The physiological effects of exercise vary as a function of frequency and length. However, research on the duration-dependent effects of exercise has focused primarily on young adults and less is known about the influence of exercise duration in the aged. The current study compared the effects of short-term and long-term running wheel access on hippocampal neurogenesis and neuroimmune markers in aged (19-23 months) male C57BL/6J mice. Aged mice were given 24-hour access to a running wheel for 14 days (short-term) or 51 days (long-term). Groups of non-running aged and young (5 months) mice served as comparison groups to detect age-related differences and effects of exercise. Long-term, but not short-term, exercise increased hippocampal neurogenesis as assessed by number of doublecortin (DCX) positive cells in the granular cell layer. Assessment of cytokines, receptors, and glial-activation markers showed the expected age-related increase compared to young controls. In the aged, exercise as a function of duration regulated select aspects of the neuroimmune profile. For instance, hippocampal expression of interleukin (IL)-10 was increased only following long-term exercise. While in contrast brain levels of IL-6 were reduced by both short- and long-term exercise. Additional findings showed that exercise does not modulate all aspects of age-related neuroinflammation and/or may have differential effects in hippocampal compared to brain samples. Overall, the data indicate that increasing exercise duration produces more robust effects on immune modulation and hippocampal neurogenesis.
Article
Accumulating research suggests that stressful life events, especially those that threaten close intimate bonds, are associated with an increased risk of dementia. Grieving the loss of a spouse, whether in the form of caregiving or after the death, ranks among 'life's most significant stressors’, evoking intense psychological and physiological distress. Despite numerous studies reporting elevated dementia risk or poorer cognition among spousal caregivers and widow(er)s compared to controls, no review has summarized findings across cognitive outcomes (i.e., dementia incidence, cognitive impairment rates, cognitive performance) or proposed a theoretical model for understanding the links between partner loss and abnormal cognitive decline. The current systematic review summarizes findings across 64 empirical studies. Overall, both cross-sectional and longitudinal studies revealed an adverse association between partner loss and cognitive outcomes. In turn, we propose a biopsychosocial model of cognitive decline that explains how caregiving and bereavement may position some to develop cognitive impairment or Alzheimer's disease and related dementias. More longitudinal studies that focus on the biopsychosocial context of caregivers and widow(er)s are needed.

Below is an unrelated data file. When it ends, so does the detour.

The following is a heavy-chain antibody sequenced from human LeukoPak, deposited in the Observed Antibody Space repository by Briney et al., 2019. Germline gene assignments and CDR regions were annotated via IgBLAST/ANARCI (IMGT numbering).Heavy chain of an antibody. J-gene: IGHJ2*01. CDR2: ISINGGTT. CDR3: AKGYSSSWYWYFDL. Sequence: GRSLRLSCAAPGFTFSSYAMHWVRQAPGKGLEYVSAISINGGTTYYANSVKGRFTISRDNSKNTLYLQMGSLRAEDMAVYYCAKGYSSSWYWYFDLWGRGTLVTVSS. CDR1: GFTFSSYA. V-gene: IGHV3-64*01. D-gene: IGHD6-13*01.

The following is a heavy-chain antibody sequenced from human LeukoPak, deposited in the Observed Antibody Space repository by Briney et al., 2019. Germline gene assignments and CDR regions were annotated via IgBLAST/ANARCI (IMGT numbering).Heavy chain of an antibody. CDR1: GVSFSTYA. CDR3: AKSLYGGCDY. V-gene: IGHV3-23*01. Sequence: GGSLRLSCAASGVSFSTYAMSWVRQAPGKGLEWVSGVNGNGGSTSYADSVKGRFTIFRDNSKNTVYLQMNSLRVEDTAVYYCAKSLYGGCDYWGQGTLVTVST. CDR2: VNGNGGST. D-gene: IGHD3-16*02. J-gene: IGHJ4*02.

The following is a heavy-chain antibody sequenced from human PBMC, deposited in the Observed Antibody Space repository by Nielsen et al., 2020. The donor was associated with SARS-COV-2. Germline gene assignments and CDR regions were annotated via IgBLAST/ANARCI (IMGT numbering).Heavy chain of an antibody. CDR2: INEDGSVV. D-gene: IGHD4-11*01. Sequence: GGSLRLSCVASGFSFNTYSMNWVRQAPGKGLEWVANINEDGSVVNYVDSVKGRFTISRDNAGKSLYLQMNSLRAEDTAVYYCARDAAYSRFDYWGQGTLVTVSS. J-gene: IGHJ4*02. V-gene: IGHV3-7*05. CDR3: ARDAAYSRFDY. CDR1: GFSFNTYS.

Article
Inflammation has been implicated in physical frailty, but its role in sensory impairment is unclear. Given that olfactory impairment predicts dementia and mortality, determining the role of the immune system in olfactory dysfunction would provide insights mechanisms of neurosensory decline. We analyzed data from the National Social Life, Health and Aging Project, a representative sample of home-dwelling older US adults. Plasma levels of 18 cytokines were measured using standard protocols (Luminex xMAP). Olfactory function was assessed with validated tools (n-butanol sensitivity and odor identification, each via Sniffin' Sticks). We tested the association between cytokine profiles and olfactory function using multivariate ordinal logistic regression, adjusting for age, gender, race/ethnicity, education level, cognitive function, smoking status, and comorbidity. Older adults with the IL-1Rahigh-IL-4low-IL-13low cytokine profile had worse n-butanol odor sensitivity (OR=1.61, 95% CI 1.19 - 2.17) and worse odor identification (OR=1.42, 95% CI 1.11 - 1.80). Proinflammatory, Th1 or Th2 cytokine profiles were not associated with olfactory function. Moreover, accounting for physical frailty did not alter the main findings. In conclusion, we identified a plasma cytokine signature - IL-1Rahigh - IL-4low - IL-13low - that is associated with olfactory dysfunction in older US adults. These data implicate systemic inflammation in age-related olfactory dysfunction and support a role for immune mechanisms in this process, a concept that warrants additional scrutiny.